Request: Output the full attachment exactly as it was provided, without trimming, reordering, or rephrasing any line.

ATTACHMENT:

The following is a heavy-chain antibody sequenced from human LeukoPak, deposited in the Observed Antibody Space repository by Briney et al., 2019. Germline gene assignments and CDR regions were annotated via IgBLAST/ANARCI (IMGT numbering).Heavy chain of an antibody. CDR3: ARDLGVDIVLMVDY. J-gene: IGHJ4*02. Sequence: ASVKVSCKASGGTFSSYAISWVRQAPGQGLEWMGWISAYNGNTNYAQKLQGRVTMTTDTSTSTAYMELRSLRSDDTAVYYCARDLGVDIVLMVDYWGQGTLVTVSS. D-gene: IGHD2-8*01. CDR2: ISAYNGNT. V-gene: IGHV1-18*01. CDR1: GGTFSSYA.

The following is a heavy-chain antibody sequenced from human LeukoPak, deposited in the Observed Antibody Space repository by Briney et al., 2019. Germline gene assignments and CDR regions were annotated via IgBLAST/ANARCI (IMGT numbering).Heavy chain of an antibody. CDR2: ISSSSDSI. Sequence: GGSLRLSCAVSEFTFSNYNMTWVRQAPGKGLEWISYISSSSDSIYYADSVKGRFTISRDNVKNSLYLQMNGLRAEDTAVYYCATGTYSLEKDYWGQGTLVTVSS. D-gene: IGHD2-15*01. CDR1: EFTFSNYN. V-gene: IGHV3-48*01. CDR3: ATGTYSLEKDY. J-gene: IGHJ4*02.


The following is a heavy-chain antibody sequenced from human LeukoPak, deposited in the Observed Antibody Space repository by Briney et al., 2019. Germline gene assignments and CDR regions were annotated via IgBLAST/ANARCI (IMGT numbering).Heavy chain of an antibody. CDR3: ARDLGVDIVLMVDY. J-gene: IGHJ4*02. Sequence: ASVKVSCKASGGTFSSYAISWVRQAPGQGLEWMGWISAYNGNTNYAQKLQGRVTMTTDTSTSTAYMELRSLRSDDTAVYYCARDLGVDIVLMVDYWGQGTLVTVSS. D-gene: IGHD2-8*01. CDR2: ISAYNGNT. V-gene: IGHV1-18*01. CDR1: GGTFSSYA.

The following is a heavy-chain antibody sequenced from human LeukoPak, deposited in the Observed Antibody Space repository by Briney et al., 2019. Germline gene assignments and CDR regions were annotated via IgBLAST/ANARCI (IMGT numbering).Heavy chain of an antibody. CDR2: ISSSSDSI. Sequence: GGSLRLSCAVSEFTFSNYNMTWVRQAPGKGLEWISYISSSSDSIYYADSVKGRFTISRDNVKNSLYLQMNGLRAEDTAVYYCATGTYSLEKDYWGQGTLVTVSS. D-gene: IGHD2-15*01. CDR1: EFTFSNYN. V-gene: IGHV3-48*01. CDR3: ATGTYSLEKDY. J-gene: IGHJ4*02.